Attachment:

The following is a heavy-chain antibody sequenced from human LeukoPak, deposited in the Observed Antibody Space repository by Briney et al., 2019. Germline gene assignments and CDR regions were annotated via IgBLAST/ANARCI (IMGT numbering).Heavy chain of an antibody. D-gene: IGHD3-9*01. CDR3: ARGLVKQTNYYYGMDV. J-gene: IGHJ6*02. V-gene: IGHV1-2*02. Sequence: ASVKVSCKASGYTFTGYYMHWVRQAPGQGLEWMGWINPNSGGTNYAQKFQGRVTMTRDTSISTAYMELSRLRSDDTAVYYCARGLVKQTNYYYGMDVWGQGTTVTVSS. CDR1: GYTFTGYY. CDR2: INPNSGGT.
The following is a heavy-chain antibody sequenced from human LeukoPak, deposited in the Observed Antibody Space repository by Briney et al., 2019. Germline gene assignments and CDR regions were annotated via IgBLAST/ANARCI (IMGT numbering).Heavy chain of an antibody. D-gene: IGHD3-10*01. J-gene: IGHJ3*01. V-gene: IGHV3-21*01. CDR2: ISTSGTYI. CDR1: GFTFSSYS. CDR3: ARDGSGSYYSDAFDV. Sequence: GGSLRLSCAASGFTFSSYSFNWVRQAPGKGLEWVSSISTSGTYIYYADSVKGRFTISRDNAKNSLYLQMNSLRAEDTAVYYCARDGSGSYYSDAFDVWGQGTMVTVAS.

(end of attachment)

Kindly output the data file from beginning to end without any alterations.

The following is a heavy-chain antibody sequenced from human LeukoPak, deposited in the Observed Antibody Space repository by Briney et al., 2019. Germline gene assignments and CDR regions were annotated via IgBLAST/ANARCI (IMGT numbering).Heavy chain of an antibody. D-gene: IGHD3-9*01. CDR3: ARGLVKQTNYYYGMDV. J-gene: IGHJ6*02. V-gene: IGHV1-2*02. Sequence: ASVKVSCKASGYTFTGYYMHWVRQAPGQGLEWMGWINPNSGGTNYAQKFQGRVTMTRDTSISTAYMELSRLRSDDTAVYYCARGLVKQTNYYYGMDVWGQGTTVTVSS. CDR1: GYTFTGYY. CDR2: INPNSGGT.
The following is a heavy-chain antibody sequenced from human LeukoPak, deposited in the Observed Antibody Space repository by Briney et al., 2019. Germline gene assignments and CDR regions were annotated via IgBLAST/ANARCI (IMGT numbering).Heavy chain of an antibody. D-gene: IGHD3-10*01. J-gene: IGHJ3*01. V-gene: IGHV3-21*01. CDR2: ISTSGTYI. CDR1: GFTFSSYS. CDR3: ARDGSGSYYSDAFDV. Sequence: GGSLRLSCAASGFTFSSYSFNWVRQAPGKGLEWVSSISTSGTYIYYADSVKGRFTISRDNAKNSLYLQMNSLRAEDTAVYYCARDGSGSYYSDAFDVWGQGTMVTVAS.